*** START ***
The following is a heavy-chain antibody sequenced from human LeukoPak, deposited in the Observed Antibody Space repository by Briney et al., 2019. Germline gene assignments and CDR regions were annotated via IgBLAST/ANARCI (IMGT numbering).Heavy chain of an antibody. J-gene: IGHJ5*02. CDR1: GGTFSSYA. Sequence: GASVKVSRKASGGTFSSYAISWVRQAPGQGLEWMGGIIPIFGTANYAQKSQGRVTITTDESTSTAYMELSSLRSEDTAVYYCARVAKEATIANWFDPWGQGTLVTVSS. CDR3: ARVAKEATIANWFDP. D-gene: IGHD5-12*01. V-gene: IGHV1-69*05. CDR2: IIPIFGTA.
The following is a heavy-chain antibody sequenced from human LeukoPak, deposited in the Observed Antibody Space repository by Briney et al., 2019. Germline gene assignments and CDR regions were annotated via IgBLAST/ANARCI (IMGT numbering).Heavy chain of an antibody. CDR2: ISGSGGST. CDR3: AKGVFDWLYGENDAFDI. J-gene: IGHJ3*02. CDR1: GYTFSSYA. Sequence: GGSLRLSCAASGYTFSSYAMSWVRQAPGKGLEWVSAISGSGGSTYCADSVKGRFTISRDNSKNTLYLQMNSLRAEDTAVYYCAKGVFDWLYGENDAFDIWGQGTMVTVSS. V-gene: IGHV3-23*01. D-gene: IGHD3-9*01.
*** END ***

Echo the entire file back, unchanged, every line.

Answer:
The following is a heavy-chain antibody sequenced from human LeukoPak, deposited in the Observed Antibody Space repository by Briney et al., 2019. Germline gene assignments and CDR regions were annotated via IgBLAST/ANARCI (IMGT numbering).Heavy chain of an antibody. J-gene: IGHJ5*02. CDR1: GGTFSSYA. Sequence: GASVKVSRKASGGTFSSYAISWVRQAPGQGLEWMGGIIPIFGTANYAQKSQGRVTITTDESTSTAYMELSSLRSEDTAVYYCARVAKEATIANWFDPWGQGTLVTVSS. CDR3: ARVAKEATIANWFDP. D-gene: IGHD5-12*01. V-gene: IGHV1-69*05. CDR2: IIPIFGTA.
The following is a heavy-chain antibody sequenced from human LeukoPak, deposited in the Observed Antibody Space repository by Briney et al., 2019. Germline gene assignments and CDR regions were annotated via IgBLAST/ANARCI (IMGT numbering).Heavy chain of an antibody. CDR2: ISGSGGST. CDR3: AKGVFDWLYGENDAFDI. J-gene: IGHJ3*02. CDR1: GYTFSSYA. Sequence: GGSLRLSCAASGYTFSSYAMSWVRQAPGKGLEWVSAISGSGGSTYCADSVKGRFTISRDNSKNTLYLQMNSLRAEDTAVYYCAKGVFDWLYGENDAFDIWGQGTMVTVSS. V-gene: IGHV3-23*01. D-gene: IGHD3-9*01.